The value of IP does not only lie in its commercial potential, but also in its use as a tool in defending infringement allegations
Intellectual Property1 issues are important for exporting businesses. It is one of the areas where contentious issues can arise and businesses should be prepared.
One of the key characteristics of Intellectual Property (IP)2 is that its protection and enforcement is territorial whereas its exploitation can be global. With the exception of copyright, you will need to register a patent3, a trade mark or a design where appropriate to protect your business' intangible assets. Similarly you should consider any local rights you may infringe in your export market.
Having a robust understanding of IP is more than about avoiding the usual major pitfalls such as not registering a trade mark or disclosing an invention4 before applying for a patent.
Exporters should be proactive and have clear strategies to protect their IP and avoid infringing that of others. These two strategies are complementary and can have unexpected results:
- By searching the trade mark register of a country to check that your trade mark is available, you may identify potential collaborators.
- By conducting a "freedom to operate" analysis to make sure that commercialisation of your product overseas will not infringe, you may find out that obtaining a licence from a patentee you did not know about may be the best way to solve that technological issue you have been struggling with.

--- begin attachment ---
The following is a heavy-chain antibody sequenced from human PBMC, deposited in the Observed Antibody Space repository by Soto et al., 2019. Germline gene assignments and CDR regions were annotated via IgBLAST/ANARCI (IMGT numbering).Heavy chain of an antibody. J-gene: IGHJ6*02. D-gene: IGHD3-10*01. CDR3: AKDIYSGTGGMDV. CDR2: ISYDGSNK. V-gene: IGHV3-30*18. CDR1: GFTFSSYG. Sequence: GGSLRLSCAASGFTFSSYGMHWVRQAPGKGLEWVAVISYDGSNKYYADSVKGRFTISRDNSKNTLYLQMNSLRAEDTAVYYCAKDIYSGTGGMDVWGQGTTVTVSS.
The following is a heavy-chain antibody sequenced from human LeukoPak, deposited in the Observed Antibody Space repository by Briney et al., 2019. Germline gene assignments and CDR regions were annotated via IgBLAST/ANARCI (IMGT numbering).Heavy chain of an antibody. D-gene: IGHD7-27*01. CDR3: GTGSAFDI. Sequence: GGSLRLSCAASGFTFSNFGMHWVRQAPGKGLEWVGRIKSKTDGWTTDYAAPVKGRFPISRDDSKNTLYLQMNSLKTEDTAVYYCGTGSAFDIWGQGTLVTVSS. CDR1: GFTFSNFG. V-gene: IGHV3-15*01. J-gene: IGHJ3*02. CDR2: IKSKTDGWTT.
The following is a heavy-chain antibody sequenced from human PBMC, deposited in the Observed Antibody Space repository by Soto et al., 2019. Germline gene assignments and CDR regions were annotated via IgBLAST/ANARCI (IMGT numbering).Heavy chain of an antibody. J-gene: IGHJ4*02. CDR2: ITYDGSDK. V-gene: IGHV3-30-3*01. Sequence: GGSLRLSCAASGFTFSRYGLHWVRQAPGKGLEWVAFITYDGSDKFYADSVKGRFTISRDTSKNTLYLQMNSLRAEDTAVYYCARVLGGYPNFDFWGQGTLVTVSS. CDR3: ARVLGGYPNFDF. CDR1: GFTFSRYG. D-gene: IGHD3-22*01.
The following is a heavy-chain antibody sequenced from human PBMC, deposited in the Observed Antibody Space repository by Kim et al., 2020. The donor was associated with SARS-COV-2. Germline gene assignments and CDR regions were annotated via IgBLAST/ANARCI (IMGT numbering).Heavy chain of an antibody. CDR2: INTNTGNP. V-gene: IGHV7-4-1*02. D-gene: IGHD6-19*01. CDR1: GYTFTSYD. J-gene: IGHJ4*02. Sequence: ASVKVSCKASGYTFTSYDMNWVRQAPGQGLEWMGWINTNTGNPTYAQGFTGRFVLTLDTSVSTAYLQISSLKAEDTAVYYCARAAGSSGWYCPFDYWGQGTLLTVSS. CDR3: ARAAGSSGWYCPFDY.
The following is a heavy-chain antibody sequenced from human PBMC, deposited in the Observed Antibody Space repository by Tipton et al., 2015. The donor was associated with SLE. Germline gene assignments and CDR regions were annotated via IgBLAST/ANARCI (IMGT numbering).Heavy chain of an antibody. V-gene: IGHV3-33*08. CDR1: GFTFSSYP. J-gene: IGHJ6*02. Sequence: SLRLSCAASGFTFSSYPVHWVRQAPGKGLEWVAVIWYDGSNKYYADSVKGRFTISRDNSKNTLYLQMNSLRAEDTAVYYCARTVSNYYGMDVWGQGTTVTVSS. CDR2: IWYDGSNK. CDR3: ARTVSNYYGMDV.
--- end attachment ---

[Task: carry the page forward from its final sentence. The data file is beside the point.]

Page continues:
Knowing about the IP of others, both in NZ and overseas, should be part of your IP policy. It has many advantages:
- It will save you time and money if you find out early that it is pointless to re-invent the wheel;
- Being aware of what IP your competitors own may enable you to anticipate their next move. If your competitor has applied for a trade mark that is confusingly similar to yours: you may need to get in fast to oppose its registration. If it has just been granted a patent for an invention similar to yours; it may be preparing an attack against you.
With a proactive IP strategy, you will be less likely to run into trouble, and better prepared to respond if you do.
The value of IP does not only lie in its commercial potential, but also in its use as a tool in defending infringement5 allegations. It is common these days to hear of a "defensive patent". Businesses often acquire patents (sometimes even knowing that their validity6 is doubtful) for the sole purpose of mitigating the risk of and providing protection from litigation.